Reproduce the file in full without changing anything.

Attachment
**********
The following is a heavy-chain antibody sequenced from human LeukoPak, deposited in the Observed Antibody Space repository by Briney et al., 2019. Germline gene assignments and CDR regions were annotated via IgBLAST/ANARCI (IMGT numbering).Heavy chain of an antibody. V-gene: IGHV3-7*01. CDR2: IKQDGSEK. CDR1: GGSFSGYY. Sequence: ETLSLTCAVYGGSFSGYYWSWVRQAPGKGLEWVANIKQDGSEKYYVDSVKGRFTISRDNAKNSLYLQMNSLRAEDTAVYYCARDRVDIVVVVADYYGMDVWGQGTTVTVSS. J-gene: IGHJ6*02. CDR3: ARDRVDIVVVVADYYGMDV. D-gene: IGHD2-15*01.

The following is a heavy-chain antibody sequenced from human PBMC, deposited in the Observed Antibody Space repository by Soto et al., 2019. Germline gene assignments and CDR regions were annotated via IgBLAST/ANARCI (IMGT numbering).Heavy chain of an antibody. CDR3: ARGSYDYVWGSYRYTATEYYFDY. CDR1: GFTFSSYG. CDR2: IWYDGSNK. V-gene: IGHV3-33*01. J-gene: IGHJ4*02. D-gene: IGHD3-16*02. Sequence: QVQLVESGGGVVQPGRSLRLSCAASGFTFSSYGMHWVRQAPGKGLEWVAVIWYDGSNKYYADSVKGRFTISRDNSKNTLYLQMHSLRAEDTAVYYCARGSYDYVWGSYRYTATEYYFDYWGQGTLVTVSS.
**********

The following is a heavy-chain antibody sequenced from human LeukoPak, deposited in the Observed Antibody Space repository by Briney et al., 2019. Germline gene assignments and CDR regions were annotated via IgBLAST/ANARCI (IMGT numbering).Heavy chain of an antibody. V-gene: IGHV3-7*01. CDR2: IKQDGSEK. CDR1: GGSFSGYY. Sequence: ETLSLTCAVYGGSFSGYYWSWVRQAPGKGLEWVANIKQDGSEKYYVDSVKGRFTISRDNAKNSLYLQMNSLRAEDTAVYYCARDRVDIVVVVADYYGMDVWGQGTTVTVSS. J-gene: IGHJ6*02. CDR3: ARDRVDIVVVVADYYGMDV. D-gene: IGHD2-15*01.

The following is a heavy-chain antibody sequenced from human PBMC, deposited in the Observed Antibody Space repository by Soto et al., 2019. Germline gene assignments and CDR regions were annotated via IgBLAST/ANARCI (IMGT numbering).Heavy chain of an antibody. CDR3: ARGSYDYVWGSYRYTATEYYFDY. CDR1: GFTFSSYG. CDR2: IWYDGSNK. V-gene: IGHV3-33*01. J-gene: IGHJ4*02. D-gene: IGHD3-16*02. Sequence: QVQLVESGGGVVQPGRSLRLSCAASGFTFSSYGMHWVRQAPGKGLEWVAVIWYDGSNKYYADSVKGRFTISRDNSKNTLYLQMHSLRAEDTAVYYCARGSYDYVWGSYRYTATEYYFDYWGQGTLVTVSS.